The next match was probably the one that the Linkoping crowd wanted to see the most, or perhaps it was one player – Jonathon Power. The biggest draw in squash had charmed last night’s crowd not just with his play but also in his interview immediately afterwards. Would he be as charming tonight against Ong Beng Hee who was obviously going to put him under more pressure than last night’s match? In a close first game, there were several contentious decisions made by the referee with slightly more going in favour of the Canadian. Maybe some of those decisions just tipped the balance Power’s way as he took the first game 15-12 after 18 minutes. It was just as close at the start of the second game, with both players showing great touch at the front and disguising mid court shots to send each other the wrong way. Then Power opened a lead that the young Malaysian could not close. Power took the game 15/7 and then kept control during the third game although Beng Hee stayed close throughout. The Canadian managed to stay calm though and finished it in 3, taking the final game 15-13.

Tomorrow’s semi finals show the changing face of the top of world squash. Only Jon Power is in his late twenties, the others being comfortably under 25. Two young Englishmen, James Willstrop and Nick Matthew will battle it out in the top half of the draw whilst the bottom half pits the developing talents of Karim Darwish against the proven talents of Jonathon Power. Another sell out crowd will be fascinated by both matches!

 


05-Feb, Round One:
[8] James Willstrop (Eng) bt [Q] Peter Barker (Eng)  3-0, 15/9 15/5 15/7 (40m)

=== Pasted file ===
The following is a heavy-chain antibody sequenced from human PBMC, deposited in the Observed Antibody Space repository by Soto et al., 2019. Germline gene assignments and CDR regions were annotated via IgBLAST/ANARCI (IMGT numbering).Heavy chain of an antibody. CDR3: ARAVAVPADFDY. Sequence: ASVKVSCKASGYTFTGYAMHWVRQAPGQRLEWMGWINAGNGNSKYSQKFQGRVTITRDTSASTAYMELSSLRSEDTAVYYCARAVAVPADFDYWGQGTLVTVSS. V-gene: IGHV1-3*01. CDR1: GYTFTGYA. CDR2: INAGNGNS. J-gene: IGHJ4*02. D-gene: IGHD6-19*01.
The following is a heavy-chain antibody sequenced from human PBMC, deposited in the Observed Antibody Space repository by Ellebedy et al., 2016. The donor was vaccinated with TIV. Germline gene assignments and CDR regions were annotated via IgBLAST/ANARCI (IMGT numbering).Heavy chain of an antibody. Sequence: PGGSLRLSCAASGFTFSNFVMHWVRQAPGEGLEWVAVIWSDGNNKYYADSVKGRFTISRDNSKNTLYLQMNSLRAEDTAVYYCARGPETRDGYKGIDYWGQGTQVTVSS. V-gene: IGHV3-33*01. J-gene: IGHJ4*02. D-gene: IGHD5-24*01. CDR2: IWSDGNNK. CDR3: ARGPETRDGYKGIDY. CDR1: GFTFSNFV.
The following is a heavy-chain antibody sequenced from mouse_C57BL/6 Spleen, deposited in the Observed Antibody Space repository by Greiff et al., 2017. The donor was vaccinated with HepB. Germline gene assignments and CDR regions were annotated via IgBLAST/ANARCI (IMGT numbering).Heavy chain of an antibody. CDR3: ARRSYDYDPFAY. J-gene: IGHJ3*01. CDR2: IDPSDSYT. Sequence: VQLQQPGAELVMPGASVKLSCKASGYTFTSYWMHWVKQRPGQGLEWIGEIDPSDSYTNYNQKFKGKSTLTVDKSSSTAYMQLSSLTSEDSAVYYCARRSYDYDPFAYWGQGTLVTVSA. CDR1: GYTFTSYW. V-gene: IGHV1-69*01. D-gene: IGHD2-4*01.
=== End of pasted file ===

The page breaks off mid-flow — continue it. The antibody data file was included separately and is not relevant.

[7] Nick Matthew (Eng) bt [Q] Joey Barrington (Eng)  3-0, 15/8 15/8 17/16 (47m)
[3] Karim Darwish (Egy) bt [Q] Alister Walker (Eng)  3-0, 15/7 15/8 15/9 (31m)
[6] Ong Beng Hee (Mas) bt [Q] Rodney Durbach (RSA)  3-0, 15/6 15/12 15/12 (41m)
[4] Joseph Kneipp (Aus) bt Davide Bianchetti (Ita)  3-0, 15/14 15/13 15/13 (80m)
[2] Jonathon Power (Can) bt Daniel Forslund (Swe)  3-0, 15/5 15/2 15/6 (29m)
[1] Amr Shabana (Egy) bt Renan Lavigne (Fra)  3-0, 17/14 15/12 15/6 (46m)
Adrian Grant (Eng) bt [5] Gregory Gaultier (Fra)  3-1, 12/15 15/9 15/10 (75m)
 
Adrian GrantAll but one seed safely
through the first round
John Milton reports from Linkoping

Gregory Gaultier, world number 12, was the only seed that did not make it through the first round of this year’s Catella Swedish Squash Open. He lost 3-1 to Adrian Grant of England in the last match of the day.

Before, all four qualifiers had failed at the first hurdle to make any real impact. Playing the first four matches on the glass court at the Linkoping Sports Centre, all of them lost in straight games allowing their opponents to enjoy comfortable victories. The first two matches were between four Englishmen. James Willstrop, recent finalist in Kuwait, started as if he was determined not to give Peter Barker any points at all. In a strange first game he went 7-0 up, was pegged back to 7-7 and then won a string of another 6 points to go 13-6 up. Closing the first game out at 15-9, James was always too sharp for Barker who looked tired, despite having an easy victory the previous night in the final qualifying round. The next two games only took 10 minutes each to give James a clear path through to meet the new world champion Amr Shabana, in the next round.

It was nearly as straight forward for the world number 11 Nick Matthew until he lost his concentration in the third game against Joey Barrington. From being 14-13 match ball up, Matthew let his lead slip until he faced 2 game balls against him at 14-16 down. Barrington did not quite have enough to nick the game however and the dogmatic Matthew rallied well to draw level and finally win the match 17/16.